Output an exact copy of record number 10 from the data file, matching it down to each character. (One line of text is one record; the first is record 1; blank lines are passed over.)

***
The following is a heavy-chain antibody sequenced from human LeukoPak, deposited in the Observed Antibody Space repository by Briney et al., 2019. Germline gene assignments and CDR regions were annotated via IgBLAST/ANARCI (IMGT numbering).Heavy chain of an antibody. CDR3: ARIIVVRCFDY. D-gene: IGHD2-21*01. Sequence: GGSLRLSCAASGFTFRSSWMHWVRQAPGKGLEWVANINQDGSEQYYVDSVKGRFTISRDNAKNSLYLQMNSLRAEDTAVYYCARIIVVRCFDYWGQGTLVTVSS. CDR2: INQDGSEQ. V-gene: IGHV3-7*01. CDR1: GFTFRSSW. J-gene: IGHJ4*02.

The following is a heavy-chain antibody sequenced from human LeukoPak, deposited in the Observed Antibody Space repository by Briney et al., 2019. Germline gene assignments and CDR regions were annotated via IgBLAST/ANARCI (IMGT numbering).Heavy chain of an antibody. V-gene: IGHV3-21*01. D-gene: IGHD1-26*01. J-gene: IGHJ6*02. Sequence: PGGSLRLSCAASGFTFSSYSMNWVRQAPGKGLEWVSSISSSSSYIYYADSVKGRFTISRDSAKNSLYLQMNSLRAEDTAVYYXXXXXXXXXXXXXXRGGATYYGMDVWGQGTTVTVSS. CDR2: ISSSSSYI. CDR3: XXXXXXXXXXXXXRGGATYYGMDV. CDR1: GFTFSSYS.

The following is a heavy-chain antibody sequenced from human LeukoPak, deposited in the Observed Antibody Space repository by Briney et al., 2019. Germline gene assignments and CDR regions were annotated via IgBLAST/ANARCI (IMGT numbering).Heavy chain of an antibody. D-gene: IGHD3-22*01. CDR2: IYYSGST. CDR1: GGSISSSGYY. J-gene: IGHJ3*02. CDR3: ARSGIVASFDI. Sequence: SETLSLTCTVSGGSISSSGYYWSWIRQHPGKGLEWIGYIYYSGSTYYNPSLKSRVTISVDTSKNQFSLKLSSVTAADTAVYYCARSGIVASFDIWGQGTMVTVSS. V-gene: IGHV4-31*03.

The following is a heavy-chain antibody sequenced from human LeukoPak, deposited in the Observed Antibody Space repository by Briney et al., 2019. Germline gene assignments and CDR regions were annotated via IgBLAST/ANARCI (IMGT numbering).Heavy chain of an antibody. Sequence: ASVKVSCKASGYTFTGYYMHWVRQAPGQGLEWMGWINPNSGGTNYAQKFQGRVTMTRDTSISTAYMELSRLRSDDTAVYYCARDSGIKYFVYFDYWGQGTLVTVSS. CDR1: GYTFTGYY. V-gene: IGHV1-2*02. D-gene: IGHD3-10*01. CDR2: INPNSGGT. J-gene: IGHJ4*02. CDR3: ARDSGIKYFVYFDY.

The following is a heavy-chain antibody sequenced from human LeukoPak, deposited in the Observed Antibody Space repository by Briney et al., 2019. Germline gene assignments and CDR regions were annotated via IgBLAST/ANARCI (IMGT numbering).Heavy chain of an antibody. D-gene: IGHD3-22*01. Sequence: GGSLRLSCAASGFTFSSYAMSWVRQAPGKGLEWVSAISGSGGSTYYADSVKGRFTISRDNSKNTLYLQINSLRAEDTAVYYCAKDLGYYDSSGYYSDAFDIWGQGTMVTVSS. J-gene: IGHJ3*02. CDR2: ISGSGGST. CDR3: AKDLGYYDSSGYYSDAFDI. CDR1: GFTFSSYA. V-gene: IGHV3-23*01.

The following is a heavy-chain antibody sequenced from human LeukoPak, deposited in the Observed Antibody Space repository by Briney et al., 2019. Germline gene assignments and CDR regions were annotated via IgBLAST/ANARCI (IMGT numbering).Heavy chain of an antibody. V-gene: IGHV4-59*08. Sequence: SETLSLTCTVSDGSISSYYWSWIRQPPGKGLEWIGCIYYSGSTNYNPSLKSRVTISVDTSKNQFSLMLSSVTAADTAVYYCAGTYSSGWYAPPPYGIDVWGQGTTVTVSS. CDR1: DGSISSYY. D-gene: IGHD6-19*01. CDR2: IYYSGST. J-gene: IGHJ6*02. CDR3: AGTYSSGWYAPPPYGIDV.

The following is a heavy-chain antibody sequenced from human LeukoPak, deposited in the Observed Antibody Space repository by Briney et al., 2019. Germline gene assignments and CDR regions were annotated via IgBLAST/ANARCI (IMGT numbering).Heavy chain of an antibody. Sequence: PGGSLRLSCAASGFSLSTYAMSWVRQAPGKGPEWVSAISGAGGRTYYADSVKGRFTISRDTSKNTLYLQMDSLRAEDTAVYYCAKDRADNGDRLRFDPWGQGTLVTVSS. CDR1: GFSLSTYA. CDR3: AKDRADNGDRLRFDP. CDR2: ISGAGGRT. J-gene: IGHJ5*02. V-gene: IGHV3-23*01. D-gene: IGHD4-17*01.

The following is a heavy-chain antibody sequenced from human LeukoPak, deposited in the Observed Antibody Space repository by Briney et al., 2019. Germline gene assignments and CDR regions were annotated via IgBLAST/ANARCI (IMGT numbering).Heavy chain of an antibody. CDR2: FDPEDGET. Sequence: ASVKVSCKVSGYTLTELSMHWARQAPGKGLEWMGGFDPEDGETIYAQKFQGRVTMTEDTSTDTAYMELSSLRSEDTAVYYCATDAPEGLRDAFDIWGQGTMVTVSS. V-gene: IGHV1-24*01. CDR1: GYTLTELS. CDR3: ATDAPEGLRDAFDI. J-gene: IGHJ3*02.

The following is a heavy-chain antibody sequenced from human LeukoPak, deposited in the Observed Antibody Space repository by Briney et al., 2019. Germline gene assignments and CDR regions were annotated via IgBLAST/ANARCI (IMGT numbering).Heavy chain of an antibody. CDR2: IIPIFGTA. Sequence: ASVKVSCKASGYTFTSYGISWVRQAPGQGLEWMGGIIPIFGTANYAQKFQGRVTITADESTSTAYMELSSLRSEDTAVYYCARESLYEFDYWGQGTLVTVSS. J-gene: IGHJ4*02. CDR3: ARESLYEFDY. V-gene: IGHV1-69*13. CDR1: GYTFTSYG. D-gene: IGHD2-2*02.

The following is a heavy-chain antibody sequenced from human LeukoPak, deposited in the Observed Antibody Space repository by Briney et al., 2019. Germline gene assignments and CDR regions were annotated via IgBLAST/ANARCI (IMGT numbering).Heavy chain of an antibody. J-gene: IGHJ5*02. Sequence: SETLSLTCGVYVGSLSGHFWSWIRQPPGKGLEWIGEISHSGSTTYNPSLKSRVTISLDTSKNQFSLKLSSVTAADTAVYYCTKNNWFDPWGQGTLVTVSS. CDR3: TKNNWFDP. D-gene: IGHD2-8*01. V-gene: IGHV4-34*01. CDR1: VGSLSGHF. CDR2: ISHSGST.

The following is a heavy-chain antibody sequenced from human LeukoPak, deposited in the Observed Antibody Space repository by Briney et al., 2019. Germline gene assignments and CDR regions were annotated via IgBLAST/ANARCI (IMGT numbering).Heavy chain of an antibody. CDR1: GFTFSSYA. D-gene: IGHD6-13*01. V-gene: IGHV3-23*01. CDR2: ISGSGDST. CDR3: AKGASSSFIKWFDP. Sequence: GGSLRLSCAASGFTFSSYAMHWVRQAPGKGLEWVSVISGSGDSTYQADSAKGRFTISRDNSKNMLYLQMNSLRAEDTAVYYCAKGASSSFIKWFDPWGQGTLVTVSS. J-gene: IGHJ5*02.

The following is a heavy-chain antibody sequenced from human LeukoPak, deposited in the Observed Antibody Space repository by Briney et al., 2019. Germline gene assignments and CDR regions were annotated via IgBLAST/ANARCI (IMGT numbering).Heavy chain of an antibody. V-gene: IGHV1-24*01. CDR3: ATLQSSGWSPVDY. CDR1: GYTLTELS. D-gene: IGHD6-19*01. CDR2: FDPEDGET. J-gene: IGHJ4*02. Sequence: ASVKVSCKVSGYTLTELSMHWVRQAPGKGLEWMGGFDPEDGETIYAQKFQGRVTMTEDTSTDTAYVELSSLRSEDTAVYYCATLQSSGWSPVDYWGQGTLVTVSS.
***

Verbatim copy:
The following is a heavy-chain antibody sequenced from human LeukoPak, deposited in the Observed Antibody Space repository by Briney et al., 2019. Germline gene assignments and CDR regions were annotated via IgBLAST/ANARCI (IMGT numbering).Heavy chain of an antibody. J-gene: IGHJ5*02. Sequence: SETLSLTCGVYVGSLSGHFWSWIRQPPGKGLEWIGEISHSGSTTYNPSLKSRVTISLDTSKNQFSLKLSSVTAADTAVYYCTKNNWFDPWGQGTLVTVSS. CDR3: TKNNWFDP. D-gene: IGHD2-8*01. V-gene: IGHV4-34*01. CDR1: VGSLSGHF. CDR2: ISHSGST.